Giuseppe Verdi

  1. Background
    1. The dominant Italian composer of the second half of the 19th c.
    2. Output
      1. 26 operas
        1. Almost all Verdi's operas are 'serious'
        2. Only Falstaff is comic
      2. Requiem
      3. 1 string quartet
      4. Sacred settings
      5. Several songs
    3. Verdi and nationalism
      1. Opera as a national style/genre loved by the people
      2. Verdi believed that the composer should cultivate the 'national' style
      3. Risorgimento
    4. Librettos
      1. Often based on adaptations of Romantic authors
        1. Schiller
          1. Giovanna d'Arco
          2. I masnadieri
          3. Luisa Miller
          4. Don Carlos
        2. Victor Hugo
          1. Ernani
          2. Rigoletto
        3. Dumas
          1. La Traviata
        4. Byron
          1. I due Foscari
          2. Il corsaro
        5. Scribe
          1. Un ballo in maschera
        6. Shakespeare
          1. Macbeth
          2. Otello
      2. Arrigo Boito (1814-1818)
        1. Adapted Aida
      3. Libretto styles
        1. Verdi preffered strong emotional situations, strong contrasts and fast action
        2. Plausibility was less important
        3. Formal aspects
          1. Most works use a 3 or 4 act division (sometimes prologue followed by 3 acts)
  2. Early Works
    1. Nabucco (1842)
    2. I Lombardi (1843)
    3. Il trovatore (1853)
    4. Rigoletto (1851)
    5. La traviata (1853)
      1. Introduces a new kind of expressive declamatory arioso
      2. Masterpiece of characterization, dramatic unity and melodic invention
  3. Middle Period
    1. Grand operas (both premiered at Paris)
      1. Les vepres siciliennes (1855)
      2. Don Carlos (1867)
    2. Italian works
      1. Un ballo in maschera (1859)
      2. La forza del destino (1862)
      3. Aida (1871)
  4. Late Works
    1. Otello (Milan, 1887)
      1. Utilizes more continuous music within each act
        1. Traditional solo, duet and ensemble structure is still in place
        2. Transitions between pieces are more subtle
    2. Falstaff (1893)
      1. Comic opera

German Romantic Opera

  1. Background
    1. Romanticism flourishes most instensely in Germany
      1. Exchange between literature and music
      2. More experimental atmosphere of German art
    2. Singspiel as an antecedent
  2. Carl Maria von Weber
    1. Background
      1. Student of Michael Haydn and Abbe Vogler
      2. Director of the Opera at Prague in 1813
      3. Director of the Dresden Opera in 1816
    2. Chief operas
      1. Der Freischutz (Berlin, 1821)
      2. Euryanthe (Vienna, 1823)
      3. Oberon (London, 1826)
    3. Characteristics of German Romantic Opera
      1. Plots are drawn from medieval history, legend or fairy tale
      2. Story involves supernatural beings and happenings
      3. Stress on nature
      4. Scenes of humble village or country life
      5. Hero is 'redeemed' in the final act
    4. Contemporary composers
      1. Schubert
        1. wrote 6 operas and 6 singpiels
        2. Fierrabras (1823)
      2. Heinrich Marschner (1795-1861)
        1. Specialized in Romantic Singpiels
        2. Hans Heilig (1833)
      3. Albert Lortzing
        1. Zar und Zimmermann (1837)
        2. Excelled in the comic genre

Richard Wagner

  1. Background
    1. The outstanding German opera composer of the 19th c.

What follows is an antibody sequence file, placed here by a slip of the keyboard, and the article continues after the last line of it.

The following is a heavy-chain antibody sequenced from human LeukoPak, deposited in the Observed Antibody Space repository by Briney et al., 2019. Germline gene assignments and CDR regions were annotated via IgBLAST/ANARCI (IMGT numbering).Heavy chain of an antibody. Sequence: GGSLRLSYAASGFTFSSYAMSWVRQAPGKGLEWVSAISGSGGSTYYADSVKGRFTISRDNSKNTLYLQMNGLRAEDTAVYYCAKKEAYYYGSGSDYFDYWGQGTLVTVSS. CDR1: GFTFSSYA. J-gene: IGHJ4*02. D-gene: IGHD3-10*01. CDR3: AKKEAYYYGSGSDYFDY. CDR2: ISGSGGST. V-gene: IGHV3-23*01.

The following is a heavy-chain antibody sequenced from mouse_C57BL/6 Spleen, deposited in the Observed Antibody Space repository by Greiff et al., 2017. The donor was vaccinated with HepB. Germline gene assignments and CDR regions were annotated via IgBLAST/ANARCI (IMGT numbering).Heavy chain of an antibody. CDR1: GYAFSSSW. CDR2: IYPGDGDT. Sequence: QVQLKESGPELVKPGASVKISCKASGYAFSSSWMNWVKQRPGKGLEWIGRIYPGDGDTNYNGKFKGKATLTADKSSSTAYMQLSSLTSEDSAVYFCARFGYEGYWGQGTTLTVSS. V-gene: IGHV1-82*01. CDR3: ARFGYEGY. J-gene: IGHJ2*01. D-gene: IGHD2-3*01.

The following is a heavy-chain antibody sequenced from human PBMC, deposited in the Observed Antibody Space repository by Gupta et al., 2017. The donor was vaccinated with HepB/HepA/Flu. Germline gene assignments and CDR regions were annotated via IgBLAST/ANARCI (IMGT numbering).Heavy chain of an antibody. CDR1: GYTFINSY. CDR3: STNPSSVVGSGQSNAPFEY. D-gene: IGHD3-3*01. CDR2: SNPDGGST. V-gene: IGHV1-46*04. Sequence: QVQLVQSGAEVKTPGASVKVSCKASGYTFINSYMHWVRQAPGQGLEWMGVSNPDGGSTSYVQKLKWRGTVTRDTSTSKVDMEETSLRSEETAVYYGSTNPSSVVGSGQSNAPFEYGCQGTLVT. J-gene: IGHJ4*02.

2. Rienzi
      1. First successful opera
      2. 5-act grand opera perf. at Dresden in 1842
    3. Der fliegende Holländer
      1. wrote his own libretto (a patternt habit that would continue in later operas)
      2. Plot is based on a legend
      3. Drama is resolved with the redemption of the hero through the unselfish love of the heroine Senta
    4. Tannhäuser
      1. Grand opera perf. at Dresden in 1845
    5. Lohengrin
      1. Conducted by Liszt at Weimar in 1850
      2. Last of Wagner's German Romantic operas
      3. Story is based on legend and folklore
      4. Characters are more symbolic than in previous works (pointing to Wagner's later librettos)
      5. Musical style
        1. Use of leitmotifs
        2. Continuous music
        3. Declamatory arioso
        4. Recurrent/symbolic tonality
          1. Lohengrin's key is A major
          2. Evil F# minor
    6. Wagner in Switzerland
      1. Wagner lives in Switzerland from 1849-1859 as a result of political troubles in 1848-49
      2. Literary works
        1. Opera and Drama (1851 essay)
        2. Der Ring des Nibelungen
    7. Der Ring des Nibelungen
      1. Cycle of four dramas
      2. Das Rheingold, Die Walkure and the first part of Siegfried were finished by 1857
      3. Gotterdammerung completed in 1874
      4. First perf. took place in 1876 at Bayreuth
    8. Tristan und Isolde (1859)
      1. Gesamtkunskwerk
        1. Wagner's concept of a 'total-work' of art
        2. Two-fold nature of drama
          1. 'Inner' aspect: province of instrumental music
          2. 'Outer' aspect: sung words
    9. Die Meistersinger von Nuernberg (1867)
    10. Parsifal (1882)
  2. Musical Coherence
    1. Leitmotif
      1. Wagner's technique for creating continuity between action and music
      2. Definition
        1. A musical theme associated with a particular person, thing or idea
        2. Association is established by sounding the motive (usually by the orch.) at the first appearance or mention of the object of reference
        3. Successive appearances bring repetitions of the motive
    2. Formal Structure
      1. Acts often conceived of as large-scale bar form (AAB) or arch form (ABA)
        1. Forms are not entirely audible
    3. Key Relationships
      1. Ring, according to Alfred Lorenz, is based around Db
      2. Meistersinger around C
      3. Tristan around E
        1. Begins in A minor
        2. Ends in B major
        3. Polarized between its subdominant and dominant